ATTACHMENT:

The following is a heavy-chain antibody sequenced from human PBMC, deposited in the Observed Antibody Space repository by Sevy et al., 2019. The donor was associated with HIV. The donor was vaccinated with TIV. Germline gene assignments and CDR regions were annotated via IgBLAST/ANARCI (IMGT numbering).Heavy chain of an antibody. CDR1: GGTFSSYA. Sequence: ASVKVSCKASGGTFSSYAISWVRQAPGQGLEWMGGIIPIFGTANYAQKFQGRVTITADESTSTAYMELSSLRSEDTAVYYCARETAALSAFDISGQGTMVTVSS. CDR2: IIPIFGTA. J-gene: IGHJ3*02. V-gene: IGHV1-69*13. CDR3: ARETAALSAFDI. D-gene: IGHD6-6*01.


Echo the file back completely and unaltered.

The following is a heavy-chain antibody sequenced from human PBMC, deposited in the Observed Antibody Space repository by Sevy et al., 2019. The donor was associated with HIV. The donor was vaccinated with TIV. Germline gene assignments and CDR regions were annotated via IgBLAST/ANARCI (IMGT numbering).Heavy chain of an antibody. CDR1: GGTFSSYA. Sequence: ASVKVSCKASGGTFSSYAISWVRQAPGQGLEWMGGIIPIFGTANYAQKFQGRVTITADESTSTAYMELSSLRSEDTAVYYCARETAALSAFDISGQGTMVTVSS. CDR2: IIPIFGTA. J-gene: IGHJ3*02. V-gene: IGHV1-69*13. CDR3: ARETAALSAFDI. D-gene: IGHD6-6*01.